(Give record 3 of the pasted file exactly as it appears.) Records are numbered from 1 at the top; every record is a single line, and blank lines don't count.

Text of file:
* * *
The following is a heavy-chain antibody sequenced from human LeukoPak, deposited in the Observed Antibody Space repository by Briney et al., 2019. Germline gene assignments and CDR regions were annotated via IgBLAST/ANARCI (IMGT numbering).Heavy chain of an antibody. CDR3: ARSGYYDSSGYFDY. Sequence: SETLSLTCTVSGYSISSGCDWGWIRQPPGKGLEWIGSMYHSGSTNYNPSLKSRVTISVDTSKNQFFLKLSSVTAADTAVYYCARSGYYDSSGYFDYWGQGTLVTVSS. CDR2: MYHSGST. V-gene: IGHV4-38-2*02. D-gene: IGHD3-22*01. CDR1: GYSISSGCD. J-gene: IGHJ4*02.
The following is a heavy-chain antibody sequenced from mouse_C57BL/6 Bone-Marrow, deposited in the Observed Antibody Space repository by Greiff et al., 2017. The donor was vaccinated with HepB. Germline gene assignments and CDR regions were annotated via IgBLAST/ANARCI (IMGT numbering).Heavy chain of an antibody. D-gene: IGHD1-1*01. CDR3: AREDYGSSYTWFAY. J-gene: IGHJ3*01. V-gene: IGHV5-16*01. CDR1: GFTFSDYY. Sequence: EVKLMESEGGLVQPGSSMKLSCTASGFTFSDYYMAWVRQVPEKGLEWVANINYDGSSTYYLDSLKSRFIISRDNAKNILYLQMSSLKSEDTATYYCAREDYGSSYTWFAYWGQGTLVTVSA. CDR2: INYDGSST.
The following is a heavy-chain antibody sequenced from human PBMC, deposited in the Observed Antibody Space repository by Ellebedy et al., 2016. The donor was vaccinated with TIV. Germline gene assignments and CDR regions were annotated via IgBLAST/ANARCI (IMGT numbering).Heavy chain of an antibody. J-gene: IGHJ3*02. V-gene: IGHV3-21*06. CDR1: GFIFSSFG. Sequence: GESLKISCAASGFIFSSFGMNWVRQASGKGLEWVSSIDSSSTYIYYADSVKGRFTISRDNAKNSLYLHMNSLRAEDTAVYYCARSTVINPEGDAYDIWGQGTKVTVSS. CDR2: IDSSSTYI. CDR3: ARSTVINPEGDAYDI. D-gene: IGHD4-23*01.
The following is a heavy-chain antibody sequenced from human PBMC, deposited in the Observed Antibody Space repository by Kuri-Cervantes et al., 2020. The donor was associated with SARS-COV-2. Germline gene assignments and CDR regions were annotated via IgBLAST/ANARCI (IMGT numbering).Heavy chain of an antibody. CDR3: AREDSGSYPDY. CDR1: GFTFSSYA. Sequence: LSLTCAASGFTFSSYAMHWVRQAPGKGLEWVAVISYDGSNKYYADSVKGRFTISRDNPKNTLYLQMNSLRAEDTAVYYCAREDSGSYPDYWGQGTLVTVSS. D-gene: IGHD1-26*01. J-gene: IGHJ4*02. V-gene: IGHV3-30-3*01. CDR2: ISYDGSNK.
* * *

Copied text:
The following is a heavy-chain antibody sequenced from human PBMC, deposited in the Observed Antibody Space repository by Ellebedy et al., 2016. The donor was vaccinated with TIV. Germline gene assignments and CDR regions were annotated via IgBLAST/ANARCI (IMGT numbering).Heavy chain of an antibody. J-gene: IGHJ3*02. V-gene: IGHV3-21*06. CDR1: GFIFSSFG. Sequence: GESLKISCAASGFIFSSFGMNWVRQASGKGLEWVSSIDSSSTYIYYADSVKGRFTISRDNAKNSLYLHMNSLRAEDTAVYYCARSTVINPEGDAYDIWGQGTKVTVSS. CDR2: IDSSSTYI. CDR3: ARSTVINPEGDAYDI. D-gene: IGHD4-23*01.